The S&P 500 just reached a new record high after a wild ride that saw the index plunge 34.07% in 23 trading days, a record.
We believe the risks of an intermediate decline are higher than average and would advocate a more cautious stance toward equities right now.
In January 2018, September 2018 and February 2020 there were a variety of sentiment indicators that reached extreme levels and signaled the possibility of a correction.
Currently, we count 9 indicators that are at/near/above the more extreme readings than previously experienced prior to significant intermediate corrections.
In the following charts, we highlight the indicators within an historical context.
Number 1: Large Trader Call Buying
Large traders are defined as those buying more than 50 contracts. It goes without saying that call buying is a levered way to express a bullish view. As such, this indicator should be viewed as contrarian in nature. When it is extremely elevated, this is a negative input.
Number 2: Small Trader Call Buying
Small traders are defined as those buying fewer than 50 contracts, more indicative of retail investors. Small traders’ bullish call buying exceeds anything we’ve ever seen before. The current rate is well above the level that existed in February 2020, prior to the bear market.
Number 3: LOBO Put/Call Ratio
Large Orders Buy at Open is called a LOBO trade. Those orders can be call ratios or put ratios. By comparing the volume of bullish call contracts to the number of bearish put contracts, we get the LOBO put/call ratio. In times of euphoria, this metric typically sinks to low levels. Recent readings are more negative than what we saw in February 2020.
Number 4: ROBO Put/Call Ratio
Similar to the LOBO ratio, we can see the behavior of small traders by looking at Small Trader Buy at Open orders. Again, these can be bullish calls or bearish puts. Among small (retail) traders, the fear of the downside is completely absent as the ROBO put/call ratio is at all – time new lows. This is a very negative input.
Number 5: Options Speculation Index
This indicator doesn’t differentiate by size, but rather by trade type. The buying of calls or the selling of puts is a bullish option strategy. Inversely, the selling of calls and the buying of puts is a bearish trading strategy. The Options Speculation Index captures these various options strategies. The Index is more bullish than levels seen in February 2020.
Number 6: National Association of Investment Managers
This a survey of professional investment managers attempting to measure the percent long exposure they are employing in client portfolios. At 101.2, this suggests that in aggregate, investment managers are not just 100% long, but actually leveraged long. While this indicator is just below its January 2018 reading, it is above what we saw in February 2020.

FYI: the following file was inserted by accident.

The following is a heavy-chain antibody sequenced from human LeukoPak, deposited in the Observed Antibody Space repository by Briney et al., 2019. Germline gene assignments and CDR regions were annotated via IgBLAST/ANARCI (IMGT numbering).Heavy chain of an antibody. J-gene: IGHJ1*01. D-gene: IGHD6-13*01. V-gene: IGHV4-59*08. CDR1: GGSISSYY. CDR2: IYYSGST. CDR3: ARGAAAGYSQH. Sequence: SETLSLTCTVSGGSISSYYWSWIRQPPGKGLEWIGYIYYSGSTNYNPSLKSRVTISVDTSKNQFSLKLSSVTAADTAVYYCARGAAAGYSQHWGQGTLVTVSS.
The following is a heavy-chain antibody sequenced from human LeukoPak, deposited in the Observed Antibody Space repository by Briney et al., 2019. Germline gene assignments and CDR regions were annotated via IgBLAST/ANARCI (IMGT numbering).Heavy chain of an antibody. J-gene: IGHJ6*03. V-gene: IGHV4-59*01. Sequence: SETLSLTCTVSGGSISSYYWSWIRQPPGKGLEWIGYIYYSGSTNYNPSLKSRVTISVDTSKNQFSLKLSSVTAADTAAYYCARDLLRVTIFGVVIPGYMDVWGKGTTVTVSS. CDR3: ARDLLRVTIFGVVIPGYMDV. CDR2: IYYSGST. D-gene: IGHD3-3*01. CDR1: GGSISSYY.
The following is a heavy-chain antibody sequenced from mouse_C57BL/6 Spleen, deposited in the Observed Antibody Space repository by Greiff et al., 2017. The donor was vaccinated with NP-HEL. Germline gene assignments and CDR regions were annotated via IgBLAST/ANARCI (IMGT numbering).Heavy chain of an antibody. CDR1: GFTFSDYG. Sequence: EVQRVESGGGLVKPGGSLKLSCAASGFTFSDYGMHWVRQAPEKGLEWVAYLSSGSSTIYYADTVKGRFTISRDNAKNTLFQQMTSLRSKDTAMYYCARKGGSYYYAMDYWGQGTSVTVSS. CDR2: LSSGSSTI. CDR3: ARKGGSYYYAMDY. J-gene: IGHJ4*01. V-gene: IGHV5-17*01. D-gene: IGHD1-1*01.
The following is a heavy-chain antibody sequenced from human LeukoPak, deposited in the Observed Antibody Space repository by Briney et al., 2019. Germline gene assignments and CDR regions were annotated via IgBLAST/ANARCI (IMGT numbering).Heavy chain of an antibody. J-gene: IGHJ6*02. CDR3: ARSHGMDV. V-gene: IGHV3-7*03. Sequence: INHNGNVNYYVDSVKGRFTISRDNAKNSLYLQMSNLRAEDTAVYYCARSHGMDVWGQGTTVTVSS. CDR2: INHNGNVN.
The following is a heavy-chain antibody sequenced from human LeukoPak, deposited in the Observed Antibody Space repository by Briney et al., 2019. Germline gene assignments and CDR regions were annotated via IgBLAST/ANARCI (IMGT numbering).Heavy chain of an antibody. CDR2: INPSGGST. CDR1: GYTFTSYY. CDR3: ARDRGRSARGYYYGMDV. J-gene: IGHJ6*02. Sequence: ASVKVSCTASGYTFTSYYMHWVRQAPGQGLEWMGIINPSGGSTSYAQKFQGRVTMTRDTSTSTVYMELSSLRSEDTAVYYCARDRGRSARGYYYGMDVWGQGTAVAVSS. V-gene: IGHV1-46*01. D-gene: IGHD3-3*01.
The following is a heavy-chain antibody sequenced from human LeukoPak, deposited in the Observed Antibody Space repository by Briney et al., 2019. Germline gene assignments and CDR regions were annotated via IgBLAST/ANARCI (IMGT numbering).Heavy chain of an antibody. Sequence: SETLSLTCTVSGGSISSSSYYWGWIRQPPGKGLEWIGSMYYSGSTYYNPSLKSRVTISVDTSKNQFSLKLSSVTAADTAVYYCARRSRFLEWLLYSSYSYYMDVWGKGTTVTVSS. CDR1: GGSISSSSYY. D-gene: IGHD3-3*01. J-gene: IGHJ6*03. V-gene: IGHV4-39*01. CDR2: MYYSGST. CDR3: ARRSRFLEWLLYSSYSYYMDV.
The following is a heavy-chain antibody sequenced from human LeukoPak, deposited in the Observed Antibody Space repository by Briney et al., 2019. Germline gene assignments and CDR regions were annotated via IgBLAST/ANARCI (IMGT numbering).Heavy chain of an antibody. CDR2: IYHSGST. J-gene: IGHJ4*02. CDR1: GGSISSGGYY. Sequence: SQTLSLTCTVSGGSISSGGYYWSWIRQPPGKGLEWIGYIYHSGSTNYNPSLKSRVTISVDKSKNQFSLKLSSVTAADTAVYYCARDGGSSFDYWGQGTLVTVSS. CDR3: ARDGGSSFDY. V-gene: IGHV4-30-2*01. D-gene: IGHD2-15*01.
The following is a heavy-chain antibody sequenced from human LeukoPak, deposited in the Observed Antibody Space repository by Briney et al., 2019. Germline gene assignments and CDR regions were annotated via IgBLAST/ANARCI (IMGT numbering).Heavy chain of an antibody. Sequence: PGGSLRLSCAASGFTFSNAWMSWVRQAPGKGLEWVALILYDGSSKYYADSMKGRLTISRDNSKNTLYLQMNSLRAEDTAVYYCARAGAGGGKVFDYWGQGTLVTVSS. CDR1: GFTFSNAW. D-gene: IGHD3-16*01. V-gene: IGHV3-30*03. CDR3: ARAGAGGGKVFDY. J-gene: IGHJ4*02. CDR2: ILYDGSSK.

Number 7: Rydex Total Bullish Assets
This indicator captures the amount of assets in Rydex funds that are pursuing bullish strategies, i.e. long. The current reading matches the reading from February 2020 and exceeds the levels seen in January 2018 and September 2018.
Number 8: Rydex Total Leveraged Bull Assets
Some Rydex funds seek to provide 2x or 3x the daily performance of certain benchmarks. Flows into these leveraged funds have been quite strong since the March low. Currently, this indicator is higher than February 2020 and just below January 2018. This should be viewed as a contrary indicator that is a negative input right now.
Number 9: Percent Showing Excess Optimism-Pessimism Spread
SentimenTrader will take all their indicators that express optimism (call buying, leveraged asset flows, etc.) and all their indicators that express pessimism (put/call ratios, options speculation, etc.) and consolidate them into a couple of simple indicators: 1) Excess Optimism, and 2) Excess Pessimism. They then take the spread to understand the net bullish stance of their indicators. Current readings are similar to January 2018 and February 2020.
* * *
Bonus Chart 1: Banks & Capital Markets on Different Planets
We’ve all read lately how asset prices seem dislocated from the pain Main Street business is feeling.
At the end of July, banks reported to the Fed their policies toward new loans. Banks reported that 71% had tightened standards on commercial and industrial loans for large firms and 70% tightened standards for small firms. This is the kind of credit crunch normally seen in recessions and historically reflects much wider corporate spreads. Wider corporate spreads have been generally associated with lower P/E ratios for stocks.
One way banks protect themselves in credit crunches is to increase the spread, on loans they extend, to wider levels relative to their own funding costs. In the most recent period, almost 59% of banks reported increasing loan spreads to large firms and 54% increasing spreads to small firms. This behavior from banks has been seen in recessions and is generally associated with much wider corporate spreads.
Wider corporate spreads are generally associated with lower P/E ratios for stocks… we repeat.
Bonus Chart 2: Stocks Ahead of Credit Markets
Off the March 23, 2020 lows, stocks have experienced a record run, catalyzed by the improvement in credit markets. Our contention is that credit markets are ahead of the banking system in terms of assessing risk. We think stocks are even further ahead of the credit market in pricing in an increasingly rosy scenario. Our model of relating credit spreads to stock performance suggests the possibility that stocks are 12% above fair value.
In our view, strong moves higher in equities don’t take place from this sentiment backdrop.